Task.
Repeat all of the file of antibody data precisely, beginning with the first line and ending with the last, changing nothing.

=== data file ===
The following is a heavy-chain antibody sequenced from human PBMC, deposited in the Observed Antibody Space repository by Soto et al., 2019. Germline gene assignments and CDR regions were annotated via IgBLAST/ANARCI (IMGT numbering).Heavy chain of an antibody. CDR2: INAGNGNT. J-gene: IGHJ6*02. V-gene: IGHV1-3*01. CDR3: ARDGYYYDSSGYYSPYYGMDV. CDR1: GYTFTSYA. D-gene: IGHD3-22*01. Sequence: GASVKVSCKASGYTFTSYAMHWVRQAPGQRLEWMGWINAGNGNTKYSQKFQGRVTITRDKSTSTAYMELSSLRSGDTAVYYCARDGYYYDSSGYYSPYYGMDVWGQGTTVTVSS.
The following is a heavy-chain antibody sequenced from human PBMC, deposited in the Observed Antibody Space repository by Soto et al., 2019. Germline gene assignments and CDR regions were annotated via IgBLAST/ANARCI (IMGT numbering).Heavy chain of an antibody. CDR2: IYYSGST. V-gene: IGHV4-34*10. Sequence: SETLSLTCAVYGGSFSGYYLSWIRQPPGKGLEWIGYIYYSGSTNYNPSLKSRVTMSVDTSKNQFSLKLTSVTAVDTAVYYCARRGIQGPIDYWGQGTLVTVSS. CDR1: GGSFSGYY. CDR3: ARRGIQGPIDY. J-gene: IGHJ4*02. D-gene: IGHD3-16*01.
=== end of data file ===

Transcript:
The following is a heavy-chain antibody sequenced from human PBMC, deposited in the Observed Antibody Space repository by Soto et al., 2019. Germline gene assignments and CDR regions were annotated via IgBLAST/ANARCI (IMGT numbering).Heavy chain of an antibody. CDR2: INAGNGNT. J-gene: IGHJ6*02. V-gene: IGHV1-3*01. CDR3: ARDGYYYDSSGYYSPYYGMDV. CDR1: GYTFTSYA. D-gene: IGHD3-22*01. Sequence: GASVKVSCKASGYTFTSYAMHWVRQAPGQRLEWMGWINAGNGNTKYSQKFQGRVTITRDKSTSTAYMELSSLRSGDTAVYYCARDGYYYDSSGYYSPYYGMDVWGQGTTVTVSS.
The following is a heavy-chain antibody sequenced from human PBMC, deposited in the Observed Antibody Space repository by Soto et al., 2019. Germline gene assignments and CDR regions were annotated via IgBLAST/ANARCI (IMGT numbering).Heavy chain of an antibody. CDR2: IYYSGST. V-gene: IGHV4-34*10. Sequence: SETLSLTCAVYGGSFSGYYLSWIRQPPGKGLEWIGYIYYSGSTNYNPSLKSRVTMSVDTSKNQFSLKLTSVTAVDTAVYYCARRGIQGPIDYWGQGTLVTVSS. CDR1: GGSFSGYY. CDR3: ARRGIQGPIDY. J-gene: IGHJ4*02. D-gene: IGHD3-16*01.